How to Create Effective Policies

How to leverage information security policies into leveling up your security program.
People often regard information security policy as a “check-the-box” compliance initiative. Many organizations will copy a policy template, make small revisions applicable to their context, and then forget about it.
But, an information security policy that directs the organization is as crucial to a security program as firewall rules or IP whitelists. Information security policies fulfill criteria from many major security frameworks. For example:
ISO 27001 A.5.1.1: A set of policies for information security should be defined, approved by management, published and communicated to employees and relevant external parties
SOC 2 CC2.2 (COSO Principle 14): The entity internally communicates information, including objectives and responsibilities for internal control, necessary to support the functioning of internal control.
Considering this, it’s important to understand the entire lifecycle of a policy as opposed to seeing it as a document in a vacuum. A policy follows this basic lifecycle:


The need to develop a policy often arises from a compliance initiative such as SOC 2 or ISO 27001. In other cases, companies draft policies as a response to the results of a risk assessment.
Key stakeholders should conduct this stage of the policy lifecycle. They should have a knowledge of the system/process the policy addresses and information security.
Templates found online or provided by security firms are great places to start. But you must always ensure that the policy fits the needs of your organization.
The policy exists to dictate organizational behavior around a specific system or process. So, the policy must contain what your employees must do and why they must do it.

Approval and Distribution

An information security policy is not valid in an organization unless it has management signs and approves it. Separation of duties should be maintained in this step of the policy lifecycle.
The policy author and policy approver should not be the same person.
Before a policy can take effect, employees must first receive copies. Employees should receive copies during on-boarding and annually thereafter.
Employees must also receive updates to policies. Apart from physical copies, digital copies can be emailed or stored in a policy management system.


Employees must acknowledge a policy for it to be enforceable.
Distribution alone is not enough to confirm that employees have received and agreed to the policy. Employees must confirm using either a physical or digital signature that they have received and acknowledged the policy.
Many times, when a person “has read and understood the terms and conditions”, they have neither read nor understood the terms and conditions. They hope that the terms and conditions won’t be relevant to their lives.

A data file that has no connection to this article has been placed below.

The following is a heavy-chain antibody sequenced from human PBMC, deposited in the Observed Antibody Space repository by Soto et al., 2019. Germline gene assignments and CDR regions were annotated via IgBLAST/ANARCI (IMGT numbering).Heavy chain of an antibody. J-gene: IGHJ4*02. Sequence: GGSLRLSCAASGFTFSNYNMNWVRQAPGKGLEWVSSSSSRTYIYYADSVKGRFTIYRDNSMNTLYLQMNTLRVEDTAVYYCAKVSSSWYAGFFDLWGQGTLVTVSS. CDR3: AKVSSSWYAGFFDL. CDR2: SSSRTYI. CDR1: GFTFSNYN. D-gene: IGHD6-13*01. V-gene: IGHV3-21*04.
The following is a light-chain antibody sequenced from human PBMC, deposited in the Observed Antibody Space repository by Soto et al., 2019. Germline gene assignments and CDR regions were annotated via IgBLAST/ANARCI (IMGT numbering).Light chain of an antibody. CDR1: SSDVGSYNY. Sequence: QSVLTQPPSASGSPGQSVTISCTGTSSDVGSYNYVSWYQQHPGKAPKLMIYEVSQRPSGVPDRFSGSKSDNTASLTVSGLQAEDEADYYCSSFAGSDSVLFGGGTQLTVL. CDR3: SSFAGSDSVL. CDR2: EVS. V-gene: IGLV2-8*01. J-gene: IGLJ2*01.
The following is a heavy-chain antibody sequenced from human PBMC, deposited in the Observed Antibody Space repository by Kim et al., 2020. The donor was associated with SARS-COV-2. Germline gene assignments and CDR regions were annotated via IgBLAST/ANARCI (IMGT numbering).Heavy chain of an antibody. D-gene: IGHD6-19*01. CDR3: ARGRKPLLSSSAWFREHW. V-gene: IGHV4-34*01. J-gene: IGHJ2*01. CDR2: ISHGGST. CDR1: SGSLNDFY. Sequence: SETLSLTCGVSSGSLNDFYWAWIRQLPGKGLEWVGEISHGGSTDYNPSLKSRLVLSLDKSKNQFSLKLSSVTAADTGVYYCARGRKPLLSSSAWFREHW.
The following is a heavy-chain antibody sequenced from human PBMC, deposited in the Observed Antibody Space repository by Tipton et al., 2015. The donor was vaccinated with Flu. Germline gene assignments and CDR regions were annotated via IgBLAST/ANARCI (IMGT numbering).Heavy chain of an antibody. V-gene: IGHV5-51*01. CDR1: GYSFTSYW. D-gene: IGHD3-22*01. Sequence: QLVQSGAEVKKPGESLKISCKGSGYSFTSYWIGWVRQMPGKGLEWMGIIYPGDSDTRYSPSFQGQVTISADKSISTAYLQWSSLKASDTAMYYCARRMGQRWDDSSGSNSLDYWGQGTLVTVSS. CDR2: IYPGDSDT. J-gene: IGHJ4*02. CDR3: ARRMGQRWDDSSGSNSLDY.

The same is true for a policy. Thus, it’s a good idea to include a summary and quiz questions to confirm understanding of a policy.


Paying lip-service to information security does little more than clutter your shared drive with unused policies and fulfill part of a compliance requirement.
For a policy to accomplish its goal, it must be enforced. Like all cultural aspects of an organization, this starts at the top.
It is up to management and the employees with security responsibilities to set the tone of the organization and champion best practices.
After this has happened, the individual(s) responsible for the policy must develop ways to ensure compliance. For example, if the policy includes a “clean desk” statement directing all employees to store confidential documents inside of a locked drawer and to lock their workstations at the end of the day, management may log any instances of noncompliance.
Finally, when exceptions are found, employees must be reminded that security is the responsibility of everyone at the organization. This coaching is not a reprimand, but an attempt to improve both the employee and the organization.


The last step in the policy lifecycle is for responsible parties to monitor acceptance and adherence. They must also modify the policy as necessary.
Management should review all policies at least annually to account for changes in personnel, responsibilities, technology, or processes. If employees resist an area of the policy, the first response should not be to force them to obey it. Instead, management should re-evaluate and see if that policy fits the needs of the organization.
Employees tend to grumble while security practitioners tread the delicate line between security and usability. But at the end of the day, the responsibility of security experts is to create a low-risk environment where employees can be successful.
Policies play a major role in establishing a baseline for your organization’s information security program. With an understanding of the policy lifecycle, you can leverage policies to gain insight into your organization’s security posture and strengthen security at every level.
Questions about policies or compliance and where to start? Contact us here! We’d love to chat with you and see how risk3sixty can meet your organization’s needs.

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